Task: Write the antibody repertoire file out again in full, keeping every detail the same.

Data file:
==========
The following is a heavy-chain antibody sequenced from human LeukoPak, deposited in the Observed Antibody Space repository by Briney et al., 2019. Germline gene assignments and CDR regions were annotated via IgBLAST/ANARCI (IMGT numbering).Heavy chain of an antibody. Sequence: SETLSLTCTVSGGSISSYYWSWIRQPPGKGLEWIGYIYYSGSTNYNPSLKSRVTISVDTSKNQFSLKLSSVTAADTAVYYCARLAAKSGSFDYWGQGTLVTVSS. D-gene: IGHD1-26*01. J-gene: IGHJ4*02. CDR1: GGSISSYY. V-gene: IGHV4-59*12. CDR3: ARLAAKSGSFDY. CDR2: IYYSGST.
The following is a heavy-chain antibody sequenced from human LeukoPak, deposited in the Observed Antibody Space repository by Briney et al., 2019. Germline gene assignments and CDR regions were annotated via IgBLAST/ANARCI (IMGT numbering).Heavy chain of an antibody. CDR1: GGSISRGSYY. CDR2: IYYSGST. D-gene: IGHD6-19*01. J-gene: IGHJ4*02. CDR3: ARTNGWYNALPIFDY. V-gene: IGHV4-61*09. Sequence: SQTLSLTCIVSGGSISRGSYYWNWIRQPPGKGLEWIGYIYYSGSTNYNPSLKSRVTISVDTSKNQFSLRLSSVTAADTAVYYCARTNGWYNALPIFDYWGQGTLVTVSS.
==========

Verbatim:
The following is a heavy-chain antibody sequenced from human LeukoPak, deposited in the Observed Antibody Space repository by Briney et al., 2019. Germline gene assignments and CDR regions were annotated via IgBLAST/ANARCI (IMGT numbering).Heavy chain of an antibody. Sequence: SETLSLTCTVSGGSISSYYWSWIRQPPGKGLEWIGYIYYSGSTNYNPSLKSRVTISVDTSKNQFSLKLSSVTAADTAVYYCARLAAKSGSFDYWGQGTLVTVSS. D-gene: IGHD1-26*01. J-gene: IGHJ4*02. CDR1: GGSISSYY. V-gene: IGHV4-59*12. CDR3: ARLAAKSGSFDY. CDR2: IYYSGST.
The following is a heavy-chain antibody sequenced from human LeukoPak, deposited in the Observed Antibody Space repository by Briney et al., 2019. Germline gene assignments and CDR regions were annotated via IgBLAST/ANARCI (IMGT numbering).Heavy chain of an antibody. CDR1: GGSISRGSYY. CDR2: IYYSGST. D-gene: IGHD6-19*01. J-gene: IGHJ4*02. CDR3: ARTNGWYNALPIFDY. V-gene: IGHV4-61*09. Sequence: SQTLSLTCIVSGGSISRGSYYWNWIRQPPGKGLEWIGYIYYSGSTNYNPSLKSRVTISVDTSKNQFSLRLSSVTAADTAVYYCARTNGWYNALPIFDYWGQGTLVTVSS.